Not in the least. All it means, is that the resort is completely isolated. No cell towers. Zero reception. Zilch.

If that’s what it takes to digitally detox, to spend so much money for it, why not just sit at home and switch off the phone? ๐Ÿ˜€

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Mispriced asset

“I’m a mispriced asset”, is what a friend told me recently. He took up his job because he didn’t have a choice. He wanted to break into a specific market, and because he didn’t have the relevant work experience, he had to take a pay cut.

We know how this story ends right? The guy after 3 years in his ‘compromise’ job, managed to get another offer elsewhere, better pay, and before you know it, it was mispricing no more.

Each of us who is in the corporate world comes across this question often. How much am I worth?

The answer as the experts will tell you, is not your intrinsic value. Rather, what you are worth, is simply what someone is willing to pay you. Aka, the greater fool theory. It’s just like the stock market, or the market for art or collectibles, or cryptos or NFTs today. If someone will pay 10, then why settle for 6?

While this is great in the business world, it doesn’t matter in anything in life outside of economic comparisons. Keep wealth aside, and the equations change. If you pay for your house help’s kids’ education, they will likely shower you with more gratitude than any billionaire could hope to amass.

But even that, is looking outward. Your real value, only you can ascribe. And that too might be quite limiting, and mispriced.

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If then

Everyone talks of software coding to be the next great money-spinning skill in life. I don’t know much about that, but I did see one nice quip by a child recently. “Coding is nothing but a glorified bunch of ifs and for loops.”

Our lives aren’t very different. We keep repeating various patterns and rituals like for loops. We also are faced with many conditionalities, like the ifs, based on which we make certain choices and move ahead in life.

But the real problem? We worry about the ifs. A lot! What if this happens, or what if that happens. Constant worrying.

So here’s a lovely story about tackling the what ifs.

You know Sparta, the ancient Greek city famed for having really tough citizens. King Phillip II of Macedonia had invaded many other neighbouring territories, and then he set his target on Sparta.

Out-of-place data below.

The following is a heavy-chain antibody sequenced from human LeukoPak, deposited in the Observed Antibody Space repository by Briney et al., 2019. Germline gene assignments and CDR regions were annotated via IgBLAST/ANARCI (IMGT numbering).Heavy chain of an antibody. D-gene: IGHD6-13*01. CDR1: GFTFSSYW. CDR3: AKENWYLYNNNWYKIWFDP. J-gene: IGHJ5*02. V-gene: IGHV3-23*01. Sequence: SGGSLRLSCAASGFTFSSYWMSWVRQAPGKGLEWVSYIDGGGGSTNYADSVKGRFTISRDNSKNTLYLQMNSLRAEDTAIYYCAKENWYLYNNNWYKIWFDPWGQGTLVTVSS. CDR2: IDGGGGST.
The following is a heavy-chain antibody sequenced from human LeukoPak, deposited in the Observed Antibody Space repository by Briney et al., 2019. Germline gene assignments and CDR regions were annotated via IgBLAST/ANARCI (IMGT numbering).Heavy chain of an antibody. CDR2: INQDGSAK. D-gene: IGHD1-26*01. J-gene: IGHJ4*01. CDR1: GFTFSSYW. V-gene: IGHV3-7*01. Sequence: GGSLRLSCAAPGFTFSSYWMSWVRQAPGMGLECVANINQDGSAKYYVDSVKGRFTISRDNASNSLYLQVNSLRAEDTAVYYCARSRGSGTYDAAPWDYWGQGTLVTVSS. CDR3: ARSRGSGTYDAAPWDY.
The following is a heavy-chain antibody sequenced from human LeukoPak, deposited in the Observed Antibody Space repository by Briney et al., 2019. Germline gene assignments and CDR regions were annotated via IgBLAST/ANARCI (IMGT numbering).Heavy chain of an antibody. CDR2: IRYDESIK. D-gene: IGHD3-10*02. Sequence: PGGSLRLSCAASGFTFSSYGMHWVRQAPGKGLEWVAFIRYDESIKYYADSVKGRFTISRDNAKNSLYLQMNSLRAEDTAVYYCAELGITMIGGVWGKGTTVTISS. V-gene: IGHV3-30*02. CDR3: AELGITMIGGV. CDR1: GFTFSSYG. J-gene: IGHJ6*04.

King Phillip sent a letter to the Spartans in advance. โ€œShould he come as a friend or a foe?โ€ They replied, โ€œNeither.โ€

So Phillip sent another message. โ€œI advise you to submit without further delay, for if I bring my army into your land I will destroy your farms, slay your people and raze your city.โ€

Once more, the Spartans replied with just one word: โ€œIf.โ€

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Smoked

An 18 February 1882 newspaper carried an advertisement for cigarettes with the following benefits:

  1. Immediate relief in the worst attack of asthma, hay fever, bronchitis
  2. Daily use results in a complete cure
  3. These cigarettes have been successfully tested and recommended by the medical profession for many years
  4. They are perfectly harmless and can be smoked by ladies, children and the most delicate patients

This was a time when even doctors and nurses were not just smoking themselves, but also encouraging their patients to follow suit.

We may think we have come a long way – evolved. Yes we have, at least when it comes to smoking.

But there are so many things today’s generation has little clue about. Parenting. Food choices. Exercising. Health choices. Professional choices. Lifestyle choices.

Another 100 years, and people from then will look back at us and laugh. All the while going through their own sets of blind follies.

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Religious matters

World over, people are fighting over religious issues.

Theists fights atheists. But also atheists fight atheists, and theists fight theists!

Followers of one religion fight, abuse and slaughter those of another religion.

But equally, followers within the same religion might fight, abuse and slaughter one another due to perceived ideological differences.